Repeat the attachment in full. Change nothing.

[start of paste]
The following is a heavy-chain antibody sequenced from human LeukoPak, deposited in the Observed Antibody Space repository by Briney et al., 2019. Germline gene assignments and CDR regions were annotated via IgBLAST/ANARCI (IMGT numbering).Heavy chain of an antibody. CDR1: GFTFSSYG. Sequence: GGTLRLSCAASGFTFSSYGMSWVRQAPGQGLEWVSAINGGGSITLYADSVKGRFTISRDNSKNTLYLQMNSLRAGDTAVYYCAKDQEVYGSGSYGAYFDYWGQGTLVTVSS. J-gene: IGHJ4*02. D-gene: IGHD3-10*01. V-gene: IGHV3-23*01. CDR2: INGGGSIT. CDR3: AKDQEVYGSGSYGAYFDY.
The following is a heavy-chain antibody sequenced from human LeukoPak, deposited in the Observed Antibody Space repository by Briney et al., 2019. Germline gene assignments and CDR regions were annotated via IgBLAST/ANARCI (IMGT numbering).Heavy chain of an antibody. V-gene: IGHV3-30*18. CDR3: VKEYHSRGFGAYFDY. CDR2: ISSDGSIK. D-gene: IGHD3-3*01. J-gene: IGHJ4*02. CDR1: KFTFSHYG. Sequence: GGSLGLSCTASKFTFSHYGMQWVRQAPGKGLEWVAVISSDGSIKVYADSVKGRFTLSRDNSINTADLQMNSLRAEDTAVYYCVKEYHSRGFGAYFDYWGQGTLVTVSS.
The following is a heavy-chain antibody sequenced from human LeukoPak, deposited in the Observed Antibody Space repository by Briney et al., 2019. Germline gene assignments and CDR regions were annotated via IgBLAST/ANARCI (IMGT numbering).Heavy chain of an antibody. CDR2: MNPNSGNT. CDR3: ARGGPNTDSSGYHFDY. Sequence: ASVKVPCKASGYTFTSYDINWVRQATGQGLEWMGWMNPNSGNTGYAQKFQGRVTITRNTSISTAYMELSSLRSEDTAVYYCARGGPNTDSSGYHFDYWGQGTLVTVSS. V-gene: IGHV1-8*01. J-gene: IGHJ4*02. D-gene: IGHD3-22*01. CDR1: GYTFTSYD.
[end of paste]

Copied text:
The following is a heavy-chain antibody sequenced from human LeukoPak, deposited in the Observed Antibody Space repository by Briney et al., 2019. Germline gene assignments and CDR regions were annotated via IgBLAST/ANARCI (IMGT numbering).Heavy chain of an antibody. CDR1: GFTFSSYG. Sequence: GGTLRLSCAASGFTFSSYGMSWVRQAPGQGLEWVSAINGGGSITLYADSVKGRFTISRDNSKNTLYLQMNSLRAGDTAVYYCAKDQEVYGSGSYGAYFDYWGQGTLVTVSS. J-gene: IGHJ4*02. D-gene: IGHD3-10*01. V-gene: IGHV3-23*01. CDR2: INGGGSIT. CDR3: AKDQEVYGSGSYGAYFDY.
The following is a heavy-chain antibody sequenced from human LeukoPak, deposited in the Observed Antibody Space repository by Briney et al., 2019. Germline gene assignments and CDR regions were annotated via IgBLAST/ANARCI (IMGT numbering).Heavy chain of an antibody. V-gene: IGHV3-30*18. CDR3: VKEYHSRGFGAYFDY. CDR2: ISSDGSIK. D-gene: IGHD3-3*01. J-gene: IGHJ4*02. CDR1: KFTFSHYG. Sequence: GGSLGLSCTASKFTFSHYGMQWVRQAPGKGLEWVAVISSDGSIKVYADSVKGRFTLSRDNSINTADLQMNSLRAEDTAVYYCVKEYHSRGFGAYFDYWGQGTLVTVSS.
The following is a heavy-chain antibody sequenced from human LeukoPak, deposited in the Observed Antibody Space repository by Briney et al., 2019. Germline gene assignments and CDR regions were annotated via IgBLAST/ANARCI (IMGT numbering).Heavy chain of an antibody. CDR2: MNPNSGNT. CDR3: ARGGPNTDSSGYHFDY. Sequence: ASVKVPCKASGYTFTSYDINWVRQATGQGLEWMGWMNPNSGNTGYAQKFQGRVTITRNTSISTAYMELSSLRSEDTAVYYCARGGPNTDSSGYHFDYWGQGTLVTVSS. V-gene: IGHV1-8*01. J-gene: IGHJ4*02. D-gene: IGHD3-22*01. CDR1: GYTFTSYD.